By GABY WOOD
OUT BEYOND PÈRE LACHAISE CEMETERY, in the Parisian suburb of Bagnolet, is a narrow road called Future Street, where 28 master craftsmen are busily reviving the past. Bronze is being burnished at one end, entire tree trunks are stacked at another and between them hang gigantic metal chandeliers, wrapped up for delivery—like prehistoric finds on their way to a museum.
This is the workshop of Hervé Van der Straeten, designer of some of the most coveted furniture in the world. One-off pieces, or objects made in editions mostly limited to eight, they are breathtakingly luxurious and built from materials rarely heard of in this century: sheepskin parchment, Gabonese ebony, alabaster. And although his brass-circled convex mirrors and silver-plated crystalloid console tables seem to have sprung fully formed from Van der Straeten's mind, they actually take hundreds of hours to make.
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For years, Van der Straeten has pioneered this single-site craftsmanship, while other designers have farmed out work piecemeal. Adored by such notable interior designers as Muriel Brandolini and Jacques Grange, bought by collectors from the United States to the Middle East and acquired for France's presidential palace, these precious objects will be on view in New York, when Van der Straeten's work is shown at the Ralph Pucci gallery in January.
In the designer's 2,800-square-foot gallery in the Marais district of Paris, the craftsmanship on display is exceptional, but so is the unexpected effect on the senses: the smell of waved sycamore; the dizzying detail in the interior marquetry of a cabinet; the springy, almost living softness of creamy goat-skin parchment. "I like it because it's very clear and there's a real depth to it," Van der Straeten says of the latter. "It's a little bit like a piece of butter." The work involved in creating such pieces determines the prices—$100,000, for example, for a limited-edition sideboard—and they are valued in a context that justifies the price tag: namely, contemporary art.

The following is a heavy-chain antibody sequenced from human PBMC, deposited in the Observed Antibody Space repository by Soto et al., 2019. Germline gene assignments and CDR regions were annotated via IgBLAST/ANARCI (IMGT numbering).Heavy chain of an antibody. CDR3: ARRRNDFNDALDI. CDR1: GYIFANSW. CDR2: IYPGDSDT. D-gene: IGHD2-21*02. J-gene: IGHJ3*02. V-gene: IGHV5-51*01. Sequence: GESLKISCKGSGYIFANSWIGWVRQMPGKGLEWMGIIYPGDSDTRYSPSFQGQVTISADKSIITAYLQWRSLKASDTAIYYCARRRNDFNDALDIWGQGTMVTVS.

"What's interesting now is that the design field is also attached to the art world," Van der Straeten says, sitting beneath a Jason Martin painting hanging above one of his console tables. "The contemporary art world is really taking over a certain level of taste—internationally—and this gives a lot of energy to the design field. A lot of our clients collect contemporary art, and they want furniture that can be in dialogue with it."
Van der Straeten came early to this idea. He opened his gallery 12 years ago, so that he could show all the different strands of his work, and he is keen to emphasize that the notion was not born of a cynical attempt to sell things for more money. "These days," he explains, "a lot of people think, OK, let's make some limited editions and sell some expensive furniture. But my interest was always in manufacturing my pieces myself. The idea was that the manual work would always give a more pleasing result than any industrial process. So it's contemporary design made in a traditional way."
Van der Straeten refers to his pieces as "hybrids." And, in fact, not all of his processes are traditional: He favors a form of metallic lacquering borrowed from the automobile industry; he works in stainless steel, anodized aluminum and, recently, plexiglass. Some of his regular shapes are outsize crystals, and one cabinet is covered in bright-blue rubberized spikes—it's as if Yves Klein had considered working in Kryptonite.
“"I don't think about tradition—I think about quality. If you want quality, you end up looking at tradition."”
Van der Straeten, the youngest of three boys who grew up in a suburb of Paris, was taught to draw in perspective by his father, an engineer. "Though I didn't end up becoming an engineer, knowing how to design an engine is interesting to know for my job today," he suggests. "It's like preparing your brain to have a 3-D program." His parents had a book about the 15th-century painter Jan van Eyck, whose Flemish roots Van der Straeten shares, and whose famous Arnolfini Portrait comes to mind when looking at the designer's convex mirrors.